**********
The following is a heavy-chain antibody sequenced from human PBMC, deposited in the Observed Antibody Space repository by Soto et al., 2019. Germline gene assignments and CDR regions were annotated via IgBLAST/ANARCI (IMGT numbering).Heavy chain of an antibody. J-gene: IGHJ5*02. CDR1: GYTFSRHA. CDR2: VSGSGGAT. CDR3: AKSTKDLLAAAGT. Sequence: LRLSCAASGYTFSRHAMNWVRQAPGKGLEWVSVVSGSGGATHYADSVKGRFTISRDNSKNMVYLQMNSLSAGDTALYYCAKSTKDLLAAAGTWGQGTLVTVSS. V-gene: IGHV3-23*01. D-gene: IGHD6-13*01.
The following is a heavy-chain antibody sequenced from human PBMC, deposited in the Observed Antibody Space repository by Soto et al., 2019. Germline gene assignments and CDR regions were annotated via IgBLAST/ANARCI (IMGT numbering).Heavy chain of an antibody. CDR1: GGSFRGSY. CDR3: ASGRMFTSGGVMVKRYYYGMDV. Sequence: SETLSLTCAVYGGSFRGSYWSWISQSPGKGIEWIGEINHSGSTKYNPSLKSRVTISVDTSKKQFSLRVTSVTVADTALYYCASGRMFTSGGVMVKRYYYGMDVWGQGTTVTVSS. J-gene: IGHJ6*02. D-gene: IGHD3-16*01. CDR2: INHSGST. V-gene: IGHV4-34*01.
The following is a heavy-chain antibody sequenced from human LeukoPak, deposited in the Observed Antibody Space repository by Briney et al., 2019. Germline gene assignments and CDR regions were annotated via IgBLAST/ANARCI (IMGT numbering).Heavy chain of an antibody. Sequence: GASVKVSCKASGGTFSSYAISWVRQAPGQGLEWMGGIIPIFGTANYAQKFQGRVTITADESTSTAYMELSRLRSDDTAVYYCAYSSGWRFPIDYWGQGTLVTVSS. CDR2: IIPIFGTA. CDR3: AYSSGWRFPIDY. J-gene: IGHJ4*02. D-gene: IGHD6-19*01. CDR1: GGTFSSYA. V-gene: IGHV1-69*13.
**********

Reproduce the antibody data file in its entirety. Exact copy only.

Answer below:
The following is a heavy-chain antibody sequenced from human PBMC, deposited in the Observed Antibody Space repository by Soto et al., 2019. Germline gene assignments and CDR regions were annotated via IgBLAST/ANARCI (IMGT numbering).Heavy chain of an antibody. J-gene: IGHJ5*02. CDR1: GYTFSRHA. CDR2: VSGSGGAT. CDR3: AKSTKDLLAAAGT. Sequence: LRLSCAASGYTFSRHAMNWVRQAPGKGLEWVSVVSGSGGATHYADSVKGRFTISRDNSKNMVYLQMNSLSAGDTALYYCAKSTKDLLAAAGTWGQGTLVTVSS. V-gene: IGHV3-23*01. D-gene: IGHD6-13*01.
The following is a heavy-chain antibody sequenced from human PBMC, deposited in the Observed Antibody Space repository by Soto et al., 2019. Germline gene assignments and CDR regions were annotated via IgBLAST/ANARCI (IMGT numbering).Heavy chain of an antibody. CDR1: GGSFRGSY. CDR3: ASGRMFTSGGVMVKRYYYGMDV. Sequence: SETLSLTCAVYGGSFRGSYWSWISQSPGKGIEWIGEINHSGSTKYNPSLKSRVTISVDTSKKQFSLRVTSVTVADTALYYCASGRMFTSGGVMVKRYYYGMDVWGQGTTVTVSS. J-gene: IGHJ6*02. D-gene: IGHD3-16*01. CDR2: INHSGST. V-gene: IGHV4-34*01.
The following is a heavy-chain antibody sequenced from human LeukoPak, deposited in the Observed Antibody Space repository by Briney et al., 2019. Germline gene assignments and CDR regions were annotated via IgBLAST/ANARCI (IMGT numbering).Heavy chain of an antibody. Sequence: GASVKVSCKASGGTFSSYAISWVRQAPGQGLEWMGGIIPIFGTANYAQKFQGRVTITADESTSTAYMELSRLRSDDTAVYYCAYSSGWRFPIDYWGQGTLVTVSS. CDR2: IIPIFGTA. CDR3: AYSSGWRFPIDY. J-gene: IGHJ4*02. D-gene: IGHD6-19*01. CDR1: GGTFSSYA. V-gene: IGHV1-69*13.